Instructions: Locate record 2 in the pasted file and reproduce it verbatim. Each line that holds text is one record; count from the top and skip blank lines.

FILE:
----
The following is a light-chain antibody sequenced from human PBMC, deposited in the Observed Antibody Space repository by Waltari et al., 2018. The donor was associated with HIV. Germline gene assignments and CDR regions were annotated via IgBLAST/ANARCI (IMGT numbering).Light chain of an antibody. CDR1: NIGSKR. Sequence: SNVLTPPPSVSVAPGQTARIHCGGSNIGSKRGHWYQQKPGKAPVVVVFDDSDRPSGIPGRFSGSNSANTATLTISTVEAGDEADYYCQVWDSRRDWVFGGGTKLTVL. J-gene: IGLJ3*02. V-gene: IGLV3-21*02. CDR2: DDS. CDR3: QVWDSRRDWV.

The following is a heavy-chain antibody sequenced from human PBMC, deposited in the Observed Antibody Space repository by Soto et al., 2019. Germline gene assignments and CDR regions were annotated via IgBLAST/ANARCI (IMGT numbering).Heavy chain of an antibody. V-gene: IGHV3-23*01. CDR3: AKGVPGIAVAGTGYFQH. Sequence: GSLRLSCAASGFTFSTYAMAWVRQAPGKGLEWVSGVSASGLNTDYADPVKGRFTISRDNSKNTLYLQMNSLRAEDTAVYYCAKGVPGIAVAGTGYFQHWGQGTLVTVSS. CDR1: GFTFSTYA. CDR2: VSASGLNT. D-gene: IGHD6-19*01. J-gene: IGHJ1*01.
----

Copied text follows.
The following is a heavy-chain antibody sequenced from human PBMC, deposited in the Observed Antibody Space repository by Soto et al., 2019. Germline gene assignments and CDR regions were annotated via IgBLAST/ANARCI (IMGT numbering).Heavy chain of an antibody. V-gene: IGHV3-23*01. CDR3: AKGVPGIAVAGTGYFQH. Sequence: GSLRLSCAASGFTFSTYAMAWVRQAPGKGLEWVSGVSASGLNTDYADPVKGRFTISRDNSKNTLYLQMNSLRAEDTAVYYCAKGVPGIAVAGTGYFQHWGQGTLVTVSS. CDR1: GFTFSTYA. CDR2: VSASGLNT. D-gene: IGHD6-19*01. J-gene: IGHJ1*01.